We regularly publish articles on the latest processors from Intel, which for many year has maintained its position as the market leader of server solutions. However, the situation has been changing as of late and other players have actively been making a name for themselves. This past March, AMD released it EPYC processor family, which has received some interesting and generally positive reviews (like this article on Anandtech). Seeing and trying something for yourself though often proves more valuable than reading (even hundreds) of articles online.
That being said, there aren’t many articles out there worth of our attention. Moreover, since releasing these processors, AMD has hardly published any technical or marketing materials: at the moment, they’re bound to information from the article AMD EPYC SoC Sets 4 World Records on SPEC CPU Benchmarks, which is more marketing in nature than technical.
We were lucky enough to get the chance to try it out for ourself: our colleagues from ASUS recently lent us a server built on the AMD EPYC 7351 processor to test. We decided to compare it with Intel Skylake SP processors and test its overall performance. The results and an analysis are of these tests are presented below.
Some Notes about Our Testing Methods
When choosing a method, we primarily follow the principle of practical application. Here, our take matches that of the author of Computer System Performance Testing Methods, 2011 (version 5.0, in Russian): while testing, tasks should resemble real-world usage as closely as possible.
Use of synthetic tests should be reduced to a minimum: we perform these exclusively to get a general representation of the processors’ capabilities (which may be corrected while performing further tests) and to compare our results with those published online. We’re much more interested in looking at tasks that we and our clients perform daily, such as processing large amounts of data, compiling complex software, working with database management systems under heavy loads, and more.
As part of the experiment we’ll talk about below, we run the following tests:
- basic synthetic tests (Geekbench)
- compiling Boost libraries
- memory bandwidth testing (STREAM benchmark)
- NAMD benchmarks (evaluation of floating point computing performance)
General Technical Specifications
We measured the performance of three servers during our tests:
- CPU AMD EPYC 7351/516 GB RAM/2×800 GB SSD
- CPU Intel Xeon Gold 6140/384 GB RAM/2×800 GB SSD
- СPU Intel Xeon Silver 4114/384 GB RAM/2×800 GB SSD
All three servers ran Ubuntu 16.04.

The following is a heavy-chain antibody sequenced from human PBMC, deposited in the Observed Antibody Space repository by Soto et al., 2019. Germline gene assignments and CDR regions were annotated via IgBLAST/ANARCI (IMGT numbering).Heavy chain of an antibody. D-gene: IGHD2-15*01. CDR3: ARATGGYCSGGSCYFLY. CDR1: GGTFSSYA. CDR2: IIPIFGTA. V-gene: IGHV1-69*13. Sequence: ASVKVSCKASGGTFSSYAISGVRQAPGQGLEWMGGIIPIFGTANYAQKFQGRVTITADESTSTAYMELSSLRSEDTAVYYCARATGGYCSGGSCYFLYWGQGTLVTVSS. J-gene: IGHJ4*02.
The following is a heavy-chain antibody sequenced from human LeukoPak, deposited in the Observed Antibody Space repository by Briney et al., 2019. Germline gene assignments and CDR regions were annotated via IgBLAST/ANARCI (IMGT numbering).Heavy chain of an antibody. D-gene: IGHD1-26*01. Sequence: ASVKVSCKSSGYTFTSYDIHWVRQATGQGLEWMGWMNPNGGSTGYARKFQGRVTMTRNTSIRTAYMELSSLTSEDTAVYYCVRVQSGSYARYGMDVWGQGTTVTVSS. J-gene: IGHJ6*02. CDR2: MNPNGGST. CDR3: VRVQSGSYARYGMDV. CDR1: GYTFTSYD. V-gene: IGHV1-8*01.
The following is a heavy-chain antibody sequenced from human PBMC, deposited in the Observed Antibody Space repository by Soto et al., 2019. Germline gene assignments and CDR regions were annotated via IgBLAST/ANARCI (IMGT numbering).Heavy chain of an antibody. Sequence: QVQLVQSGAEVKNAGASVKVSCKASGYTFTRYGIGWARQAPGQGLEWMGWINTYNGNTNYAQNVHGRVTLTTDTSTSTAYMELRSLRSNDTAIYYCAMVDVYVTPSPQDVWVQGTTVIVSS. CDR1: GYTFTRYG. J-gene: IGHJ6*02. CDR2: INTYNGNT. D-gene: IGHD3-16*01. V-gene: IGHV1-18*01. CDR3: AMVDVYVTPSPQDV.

The table below contains detailed specs of all the processors:
|Characteristic||Intel Xeon Silver 4114||Intel Xeon Gold 6140||AMD EPYC 7310|
|Lithography||14 nm||14 nm||14 nm|
|Number of cores||10||18||16|
|Number of threads||20||36||32|
|Base frequency||2.20 GHz||2.30 GHz||2.40 GHz|
|Maximum Turbo frequency||3.00 GHz||3.70 GHz||2.90 GHz|
|L3 cache||13.75 MB||24.75 MB||64 MB|
|TDP (thermal design power)||85 W||140 W||155/170 W|
Zen Microarchitecture: A Brief Overview
AMD EPYC processors are built on the Zen microarchitecture, which was first launched on March 2, 2017. It’s used not only in server solutions, but desktop solutions as well (AMD Ryzen processors). Like the Ryzen processors, the EPYC uses 8-core silicon dies that are made up of 2 CCX (Core Complex) modules. For AMD, these modules are made up of four processor cores and an L3 cache.
As we can see from the table above, AMD EPYC processors have 16 cores. This is technically implemented with two 8-core silicone dies, which are connected by an Infinity Fabric bus. They share a memory controller and PCI Express hub.
We won’t give a detailed description of all the Zen microarchitecture features, especially considering the number of thorough descriptions already available online (for those interested, we recommend AMD Zen Microarchitecture: Dual Schedulers, Micro-Op Cache and Memory Hierarchy Revealed). We’ll just highlight the improvements worth mentioning:
- two threads per core (Simultaneous Multi-Threading technology, or SMT, which can be seen as a hyperthreading equivalent)
- decoded micro-op cache
- new instruction set support (AVX, AVX2, BMI1 and BMI2, AES, SHA1/SHA256, RDSEED, SMAP, and many more, including those specific to AMD)
- large unified L2 cache (512 KB on the core)
It does not support AVX512, SGX (Software Guard Extensions) and MPX (Memory Protection Extensions) instruction sets (which is a key difference from Xeon processors). We can’t really consider this a drawback in the strictest sense of the word; the developers at AMD have simply decided to take another route (more detailed information about this can be found in the somewhat outdated, yet still interesting article EPYC Offers x86 Compatibility).
For a long time, energy efficiency was considered a weak spot for AMD, as opposed to Intel. When making the EPYC line, a lot of work went into removing these drawbacks. To improve energy efficiency and lower power consumption, new technologies were introduced into the AMD EPYC, including dynamic frequency and voltage scaling per core based on temperature and load.
With the energy efficiency algorithms used, it can determine if the current load is susceptible to delays and if necessary, reduce the core’s frequency to optimize performance per watt consumption. Per-core linear power regulators were also implemented in the EPYC processors. Each core can work at its own frequency and voltage, if the current workload and other factors dictate.
General Features: Basic Synthetic Tests
Now that we’ve sorted through the theoretical side of things, it’s time to start testing and to analyze the results. For starters, we decided to see what results the AMD EPYC 7351 would yield for some of the most commonly used synthetic tests. We’d like to repeat that we use synthetic tests strictly as a point of reference for coming up with and supporting hypotheses, nothing else.
We decided to use Geekbench, which is a set of synthetic tests that awards points based on the results and then uses them to generate a detailed diagram. Users can upload their own results and compare them with other users’ results.
The full list of tests can be found in the official documentation. Even though Geekbench has the reputation of being first and foremost for desktops, it includes a good number of standard server benchmarks.
To start with, we launched Geekbench on three servers: one with the AMD EPYC, one with the Intel Xeon Gold 6114, and one with the Intel Xeon Silver.
We got the following results:
- browser.geekbench.com/v4/cpu/4807485 — Intel Xeon Gold (4399 points for single-core performance tests and 74097 for multi-core performance)